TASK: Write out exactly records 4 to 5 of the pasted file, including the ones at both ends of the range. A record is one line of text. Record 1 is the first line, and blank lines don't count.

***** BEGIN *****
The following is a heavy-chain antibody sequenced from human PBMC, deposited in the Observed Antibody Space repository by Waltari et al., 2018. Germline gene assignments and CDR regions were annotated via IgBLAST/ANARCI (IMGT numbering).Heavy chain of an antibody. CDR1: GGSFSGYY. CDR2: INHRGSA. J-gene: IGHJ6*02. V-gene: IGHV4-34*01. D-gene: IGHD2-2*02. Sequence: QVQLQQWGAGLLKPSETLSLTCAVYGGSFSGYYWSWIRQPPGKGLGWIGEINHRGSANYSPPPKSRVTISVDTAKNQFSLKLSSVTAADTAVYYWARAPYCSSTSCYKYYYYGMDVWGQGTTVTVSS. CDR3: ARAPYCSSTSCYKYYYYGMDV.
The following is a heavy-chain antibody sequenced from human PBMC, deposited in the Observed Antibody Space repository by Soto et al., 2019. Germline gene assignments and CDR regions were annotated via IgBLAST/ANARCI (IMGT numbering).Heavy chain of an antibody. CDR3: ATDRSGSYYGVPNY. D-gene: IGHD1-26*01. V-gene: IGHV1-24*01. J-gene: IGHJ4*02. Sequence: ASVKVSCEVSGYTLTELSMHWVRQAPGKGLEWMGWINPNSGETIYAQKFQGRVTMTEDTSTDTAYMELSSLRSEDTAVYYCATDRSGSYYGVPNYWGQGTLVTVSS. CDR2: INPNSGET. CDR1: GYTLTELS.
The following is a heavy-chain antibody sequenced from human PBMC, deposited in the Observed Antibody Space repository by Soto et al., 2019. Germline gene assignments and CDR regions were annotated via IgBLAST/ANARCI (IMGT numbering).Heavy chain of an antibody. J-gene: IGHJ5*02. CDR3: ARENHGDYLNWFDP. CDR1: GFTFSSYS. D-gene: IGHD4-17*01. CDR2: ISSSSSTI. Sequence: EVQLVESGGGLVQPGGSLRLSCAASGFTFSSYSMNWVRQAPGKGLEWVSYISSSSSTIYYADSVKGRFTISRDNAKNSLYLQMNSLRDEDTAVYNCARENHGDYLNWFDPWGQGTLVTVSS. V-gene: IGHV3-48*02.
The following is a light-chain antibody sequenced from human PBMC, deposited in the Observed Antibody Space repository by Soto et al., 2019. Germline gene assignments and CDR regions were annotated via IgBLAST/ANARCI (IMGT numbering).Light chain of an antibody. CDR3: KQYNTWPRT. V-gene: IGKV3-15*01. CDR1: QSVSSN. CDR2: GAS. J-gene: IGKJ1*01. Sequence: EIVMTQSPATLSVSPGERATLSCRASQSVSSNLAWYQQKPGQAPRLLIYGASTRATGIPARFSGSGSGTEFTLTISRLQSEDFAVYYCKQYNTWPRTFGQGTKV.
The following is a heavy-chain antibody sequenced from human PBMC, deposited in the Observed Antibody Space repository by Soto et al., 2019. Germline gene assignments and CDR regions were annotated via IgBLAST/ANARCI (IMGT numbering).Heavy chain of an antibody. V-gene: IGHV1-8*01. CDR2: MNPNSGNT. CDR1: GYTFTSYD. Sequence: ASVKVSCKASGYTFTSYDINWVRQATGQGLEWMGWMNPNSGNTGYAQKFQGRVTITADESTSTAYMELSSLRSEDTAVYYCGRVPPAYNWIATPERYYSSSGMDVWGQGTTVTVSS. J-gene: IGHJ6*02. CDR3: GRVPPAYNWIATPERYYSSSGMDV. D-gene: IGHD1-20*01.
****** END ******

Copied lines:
The following is a light-chain antibody sequenced from human PBMC, deposited in the Observed Antibody Space repository by Soto et al., 2019. Germline gene assignments and CDR regions were annotated via IgBLAST/ANARCI (IMGT numbering).Light chain of an antibody. CDR3: KQYNTWPRT. V-gene: IGKV3-15*01. CDR1: QSVSSN. CDR2: GAS. J-gene: IGKJ1*01. Sequence: EIVMTQSPATLSVSPGERATLSCRASQSVSSNLAWYQQKPGQAPRLLIYGASTRATGIPARFSGSGSGTEFTLTISRLQSEDFAVYYCKQYNTWPRTFGQGTKV.
The following is a heavy-chain antibody sequenced from human PBMC, deposited in the Observed Antibody Space repository by Soto et al., 2019. Germline gene assignments and CDR regions were annotated via IgBLAST/ANARCI (IMGT numbering).Heavy chain of an antibody. V-gene: IGHV1-8*01. CDR2: MNPNSGNT. CDR1: GYTFTSYD. Sequence: ASVKVSCKASGYTFTSYDINWVRQATGQGLEWMGWMNPNSGNTGYAQKFQGRVTITADESTSTAYMELSSLRSEDTAVYYCGRVPPAYNWIATPERYYSSSGMDVWGQGTTVTVSS. J-gene: IGHJ6*02. CDR3: GRVPPAYNWIATPERYYSSSGMDV. D-gene: IGHD1-20*01.